Indeed, this whole situation seems like it was taken right out of 1984: homes raided by armed forces for what is essentially a thought crime, fluffed-up abuses of the judicial system used to intimidate individuals for “not snitching” on their comrades, it’s some scary shit. However, when you consider the depth of the federal government’s involvement in this, it really seems more like a surreal conspiracy more akin to The Crying of Lot 49. Most recently, the FBI has been targeting “anarchist terrorists” in relation to OWS-related activities. The May Day anarchists arrested in Cleveland, it later turned out, were supplied with bomb-making materials and instructions by the FBI. Indeed, agents and law enforcement officers have been briefed about what is perceived as an anarchist threat to homeland security. The cringing irony, that these federal agents are decimating   people’s feelings of security even as they attempt to preserve it, is clearly lost on yes-men who walk into homes, guns drawn, like horses wearing blinders. Here’s a page from the FBI’s briefing:

Doublethink logic abounds: the fact that anarchist activists are

  • paranoid precisely because their political ideology appears on such agent briefs
  • security conscious because they hear accounts of armed agents bursting into people’s homes at night
  • distrustful of authority because they see political structures abuse themselves repeatedly and corrode public trust, and
  • non-cooperative because they educate themselves on the psychological manipulation employed even in routing police encounters

seems to be lost on antiterrorist think tanks. The notion that this isn’t a deliberate act of political repression becomes harder and harder to believe.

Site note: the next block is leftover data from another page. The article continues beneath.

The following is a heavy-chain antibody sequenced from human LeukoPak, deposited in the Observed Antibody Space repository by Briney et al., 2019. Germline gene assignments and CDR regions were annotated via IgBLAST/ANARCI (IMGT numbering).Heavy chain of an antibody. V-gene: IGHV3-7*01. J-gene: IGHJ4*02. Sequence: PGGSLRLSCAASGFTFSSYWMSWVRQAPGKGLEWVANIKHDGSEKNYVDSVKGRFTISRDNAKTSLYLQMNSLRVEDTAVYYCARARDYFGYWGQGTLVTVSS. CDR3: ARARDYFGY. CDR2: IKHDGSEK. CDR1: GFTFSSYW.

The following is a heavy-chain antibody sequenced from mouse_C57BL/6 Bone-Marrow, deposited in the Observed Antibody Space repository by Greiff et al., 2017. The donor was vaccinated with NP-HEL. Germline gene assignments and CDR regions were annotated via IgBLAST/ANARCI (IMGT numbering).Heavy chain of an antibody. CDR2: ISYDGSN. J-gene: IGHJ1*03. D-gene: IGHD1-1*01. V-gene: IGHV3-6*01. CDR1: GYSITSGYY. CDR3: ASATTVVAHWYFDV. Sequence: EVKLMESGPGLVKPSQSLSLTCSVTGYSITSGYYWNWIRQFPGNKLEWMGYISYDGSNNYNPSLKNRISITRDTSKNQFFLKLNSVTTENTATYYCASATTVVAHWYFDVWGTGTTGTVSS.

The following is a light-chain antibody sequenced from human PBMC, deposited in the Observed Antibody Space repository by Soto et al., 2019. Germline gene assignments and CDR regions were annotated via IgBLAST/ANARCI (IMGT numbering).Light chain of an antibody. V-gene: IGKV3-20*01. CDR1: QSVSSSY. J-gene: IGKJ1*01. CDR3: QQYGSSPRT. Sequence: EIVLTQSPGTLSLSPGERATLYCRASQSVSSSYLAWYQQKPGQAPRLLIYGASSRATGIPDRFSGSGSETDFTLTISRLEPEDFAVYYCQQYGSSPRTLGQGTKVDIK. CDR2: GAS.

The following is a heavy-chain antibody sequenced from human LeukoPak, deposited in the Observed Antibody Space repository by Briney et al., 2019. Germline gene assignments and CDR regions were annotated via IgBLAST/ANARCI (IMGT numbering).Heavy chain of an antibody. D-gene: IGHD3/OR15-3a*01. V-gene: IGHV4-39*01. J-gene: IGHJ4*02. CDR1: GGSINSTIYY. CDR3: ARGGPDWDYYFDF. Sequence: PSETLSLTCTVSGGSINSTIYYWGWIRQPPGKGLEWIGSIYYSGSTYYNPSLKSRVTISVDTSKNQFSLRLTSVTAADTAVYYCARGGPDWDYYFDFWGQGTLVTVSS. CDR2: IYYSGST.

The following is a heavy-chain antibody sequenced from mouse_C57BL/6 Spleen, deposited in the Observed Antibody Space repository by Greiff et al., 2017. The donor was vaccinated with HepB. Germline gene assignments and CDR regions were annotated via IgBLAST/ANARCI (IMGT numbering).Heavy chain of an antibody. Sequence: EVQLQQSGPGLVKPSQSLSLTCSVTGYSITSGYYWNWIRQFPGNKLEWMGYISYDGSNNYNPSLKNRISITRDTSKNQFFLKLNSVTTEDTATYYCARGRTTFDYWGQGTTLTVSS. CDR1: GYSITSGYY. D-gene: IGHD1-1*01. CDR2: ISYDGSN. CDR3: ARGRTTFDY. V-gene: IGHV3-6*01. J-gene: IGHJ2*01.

They are scared. Now more than ever we must show solidarity

Before her October 10th trial, Leah Plante released an excellent video which explains her beliefs, convictions, and willingness to stand by them far better than any paraphrased article can:

If you’re afraid because you too possess all of the prerequisites necessary for becoming the subject of such a political investigation, you should be: I have black clothes, sticks, spray paint, and anarchist literature in my household, too. What we need to remember, however, is that the state would only be persecuting radical activists if they were actually scared of them. True anarchists, fighting for concrete change by any means necessary and refusing to be comfortably co-opted, are terrifying to the state and to the facade of a political system we are all constantly dulled and smothered with. Let’s take a step back though; let’s remember the media’s reaction to OWS activities when they started rising like a tide about a year ago, let’s remember the water-cooler cynicism and cholesterol-gurgling guffaws that made it seem as if this new, political awakening wasn’t a big deal.

Now it is a big deal; and now is the time for us to take our inspiration from infinitely brave activists like Leah Plante and to fight back, because they’re fucking scared of us, and we are a threat.

GOOSEBUMPS “SCARED TO SEE A DOCTOR” RECORD RELEASE SHOW AT 538 JOHNSON (FULL SETS FROM GOOSEBUMPS, AJAX, MERCENARY, LIBYANS, AND LA MISMA)

Like an episode of Jerry Springer, but with more fireworks.

FIGHT CLUB: THE BEST OF FRIDAY NIGHT THROWDOWN

Following the news of Throwdown’s return at SXSW this year with a Texas vs. NYC event, it seems only appropriate to take a look back at the history of Friday Night Throwdown, and the coverage we’ve had of it here on Superchief over the years. For the uninitiated; Friday Night Throwdown wasn’t just NYC’s best underground boxing event, it was NYC’s best underground party.

TEXAS VS. NYC: THROWDOWN RETURNS AT SXSW THIS YEAR

The organization that brought Ford models, Marines and Bloods together for New York’s best underground party is bringing their business to Austin, and bringing with them a Texas vs. NYC event…and Superchief will be covering the whole thing, from start to finish.